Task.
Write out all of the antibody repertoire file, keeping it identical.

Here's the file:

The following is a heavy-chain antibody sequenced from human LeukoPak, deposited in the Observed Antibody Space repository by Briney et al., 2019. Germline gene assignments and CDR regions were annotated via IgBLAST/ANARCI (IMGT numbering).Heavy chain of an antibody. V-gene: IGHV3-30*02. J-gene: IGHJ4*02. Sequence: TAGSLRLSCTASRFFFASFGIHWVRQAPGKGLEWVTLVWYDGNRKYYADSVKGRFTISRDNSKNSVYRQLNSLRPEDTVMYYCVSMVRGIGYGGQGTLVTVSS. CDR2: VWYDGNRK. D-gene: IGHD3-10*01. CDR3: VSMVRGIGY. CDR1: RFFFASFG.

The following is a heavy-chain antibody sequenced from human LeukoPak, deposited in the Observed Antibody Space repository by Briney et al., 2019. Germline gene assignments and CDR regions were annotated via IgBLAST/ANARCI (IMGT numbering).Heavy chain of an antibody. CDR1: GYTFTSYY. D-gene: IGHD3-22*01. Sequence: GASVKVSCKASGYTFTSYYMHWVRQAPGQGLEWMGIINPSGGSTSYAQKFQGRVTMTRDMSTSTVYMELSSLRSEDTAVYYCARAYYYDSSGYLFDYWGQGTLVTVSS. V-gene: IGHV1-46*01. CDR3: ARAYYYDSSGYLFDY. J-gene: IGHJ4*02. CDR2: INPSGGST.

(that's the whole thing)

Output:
The following is a heavy-chain antibody sequenced from human LeukoPak, deposited in the Observed Antibody Space repository by Briney et al., 2019. Germline gene assignments and CDR regions were annotated via IgBLAST/ANARCI (IMGT numbering).Heavy chain of an antibody. V-gene: IGHV3-30*02. J-gene: IGHJ4*02. Sequence: TAGSLRLSCTASRFFFASFGIHWVRQAPGKGLEWVTLVWYDGNRKYYADSVKGRFTISRDNSKNSVYRQLNSLRPEDTVMYYCVSMVRGIGYGGQGTLVTVSS. CDR2: VWYDGNRK. D-gene: IGHD3-10*01. CDR3: VSMVRGIGY. CDR1: RFFFASFG.

The following is a heavy-chain antibody sequenced from human LeukoPak, deposited in the Observed Antibody Space repository by Briney et al., 2019. Germline gene assignments and CDR regions were annotated via IgBLAST/ANARCI (IMGT numbering).Heavy chain of an antibody. CDR1: GYTFTSYY. D-gene: IGHD3-22*01. Sequence: GASVKVSCKASGYTFTSYYMHWVRQAPGQGLEWMGIINPSGGSTSYAQKFQGRVTMTRDMSTSTVYMELSSLRSEDTAVYYCARAYYYDSSGYLFDYWGQGTLVTVSS. V-gene: IGHV1-46*01. CDR3: ARAYYYDSSGYLFDY. J-gene: IGHJ4*02. CDR2: INPSGGST.